Things backfired this morning in the 11:00 service. After half an hour of being encouraged to be joyful(!), to praise God by "lifting holy hands," and a rousing rendition (solo by Steve) of What a Day That Will Be, a lady in the audience apparently could hold it in no longer and shouted, "GLO ree! GLO ree!! GLO ree!!! THANK YA, LORD! THANK YA!! THANK YA!!!" {then something muffled}

Steve stopped (you could practically hear the whir of the hamster wheel) and said, "Amen. If you will... just a second. Let me say this. I appreciate your... I appreciate your joy... but I'm speaking right now, and the Holy Spirit's speaking through me and He never interrupts Himself. So let me finish my sermon and then you can have joy, okay? Thank you.

"Number 7............. amen? Everybody okay? {muffled audience response} All right... we're all... everybody's all right. Everything's cool. Nobody's... that's fine."

"The Holy Spirit's speaking through me and He never interrupts Himself"? Thinks rather highly of himself, doesn't he? God spoke through a donkey, too. What's the point? Maybe the Holy Spirit was speaking through the lady!

What does he expect? That's how the people in many predominantly black churches worship! They're enthusiastic, they constantly respond to the preacher during the sermon, and they aren't by any stretch of the imagination, quiet. Steve rebukes people if they don't clap or say "amen" at the right time. Then he devotes an entire sermon to being joyful, lifting "holy" hands, and expressing that joy, encouraging "amens" and applause at just the right moments, but when one woman doesn't follow the script... bam! Sit down and shut up! After being publicly called out, do you think that woman will ever darken the door of Bellevue Baptist Church again? Not only will she not ever come back, she's going to tell ALL her friends what happened, too. Nice job lo♥ing Memphis, Steve.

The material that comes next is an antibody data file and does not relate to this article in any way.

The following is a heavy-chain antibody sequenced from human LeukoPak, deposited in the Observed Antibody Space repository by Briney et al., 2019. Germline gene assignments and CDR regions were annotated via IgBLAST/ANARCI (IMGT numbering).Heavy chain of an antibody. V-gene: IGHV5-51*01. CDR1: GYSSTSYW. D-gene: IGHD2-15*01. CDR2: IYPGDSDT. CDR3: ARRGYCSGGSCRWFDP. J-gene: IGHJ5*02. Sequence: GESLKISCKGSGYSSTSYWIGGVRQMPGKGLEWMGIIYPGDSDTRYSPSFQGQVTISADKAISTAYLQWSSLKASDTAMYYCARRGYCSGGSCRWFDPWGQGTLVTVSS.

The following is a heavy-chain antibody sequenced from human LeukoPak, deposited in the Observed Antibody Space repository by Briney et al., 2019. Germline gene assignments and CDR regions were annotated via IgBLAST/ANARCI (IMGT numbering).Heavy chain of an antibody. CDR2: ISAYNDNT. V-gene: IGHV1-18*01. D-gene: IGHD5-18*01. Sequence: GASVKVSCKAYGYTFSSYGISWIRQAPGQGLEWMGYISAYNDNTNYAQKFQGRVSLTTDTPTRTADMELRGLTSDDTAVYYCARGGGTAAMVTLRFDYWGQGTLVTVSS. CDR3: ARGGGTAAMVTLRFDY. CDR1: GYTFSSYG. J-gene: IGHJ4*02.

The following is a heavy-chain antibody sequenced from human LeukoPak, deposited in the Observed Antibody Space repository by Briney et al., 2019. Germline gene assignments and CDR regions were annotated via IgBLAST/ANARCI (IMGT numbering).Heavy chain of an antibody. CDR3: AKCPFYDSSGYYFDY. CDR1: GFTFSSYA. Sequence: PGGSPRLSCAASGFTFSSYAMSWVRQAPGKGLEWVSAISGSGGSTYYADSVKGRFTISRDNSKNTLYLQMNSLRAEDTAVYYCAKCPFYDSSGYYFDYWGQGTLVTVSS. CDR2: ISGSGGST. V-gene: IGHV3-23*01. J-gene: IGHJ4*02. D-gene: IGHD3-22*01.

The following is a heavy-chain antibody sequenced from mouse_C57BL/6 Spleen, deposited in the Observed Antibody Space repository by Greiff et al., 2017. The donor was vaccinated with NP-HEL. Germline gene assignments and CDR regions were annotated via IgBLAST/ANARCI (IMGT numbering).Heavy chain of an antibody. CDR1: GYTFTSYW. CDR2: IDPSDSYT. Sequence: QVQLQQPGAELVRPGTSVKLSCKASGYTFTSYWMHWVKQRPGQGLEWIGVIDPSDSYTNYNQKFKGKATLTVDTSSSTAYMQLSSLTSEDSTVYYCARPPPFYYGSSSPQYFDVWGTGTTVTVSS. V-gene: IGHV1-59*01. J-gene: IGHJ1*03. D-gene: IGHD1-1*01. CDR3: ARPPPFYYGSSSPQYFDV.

If that woman today hadn't gotten wound up before then (it was near the end) she probably wasn't going to get any louder. Like one would try to tune out a crying child, he could have just ignored her and kept going and there probably wouldn't have been another outburst, but she didn't shout "Glory!" on cue, and we can't have that. Remember "Amen Kelly" and the dream? (Whatever happened to him anyway?) He had to be dealt with because he was interrupting Steve's train of thought.

Hey, I'm not unsympathetic here. I recall a lady (who shall remain nameless) whose "amens" used to interrupt my train of thought on a regular basis. Anyone who's heard her will likely know who it is. She was always so loud, so constant, and so predictable... two "amens" with the same emphasis on the syllables... "a MEN! A... men!" after almost every sentence that came out of the preacher's mouth. And yet... I don't recall Steve ever requesting she tone it down a few notches. Considering who she's married to, he wouldn't dare!

You could see "lifted hands" at the bottom of the screen during part of his sermon this morning. Why didn't he chastise them? Well, those did look like white hands. Maybe big tithers or children of big tithers? Hmmm.

Oh, and this seems to be the new Sunday 11:00 a.m. look now.

Wednesday, November 02, 2011

Lifeway Makes Statement Regarding Sammy Nuckolls

Lifeway has issued a statement regarding Sammy Nuckolls. It took almost a week after all traces of their former relationship with him was scrubbed from the internet for them to issue this statement, but better late than never. I applaud Lifeway for finally addressing this issue.

On FBC Jax Watchdog's blog Jim pointed out the elephant in the room when he wrote, "Lifeway would have done an immense amount of good if they had added to the statement about no evidence of illicit activity by Nuckolls at FUGE camp: "However, we will contact every church or group that attended camp when Nuckolls was camp pastor and encourage campers and leaders who suspect they may have been victims, to come forward." Still, I'm glad Lifeway made a statement.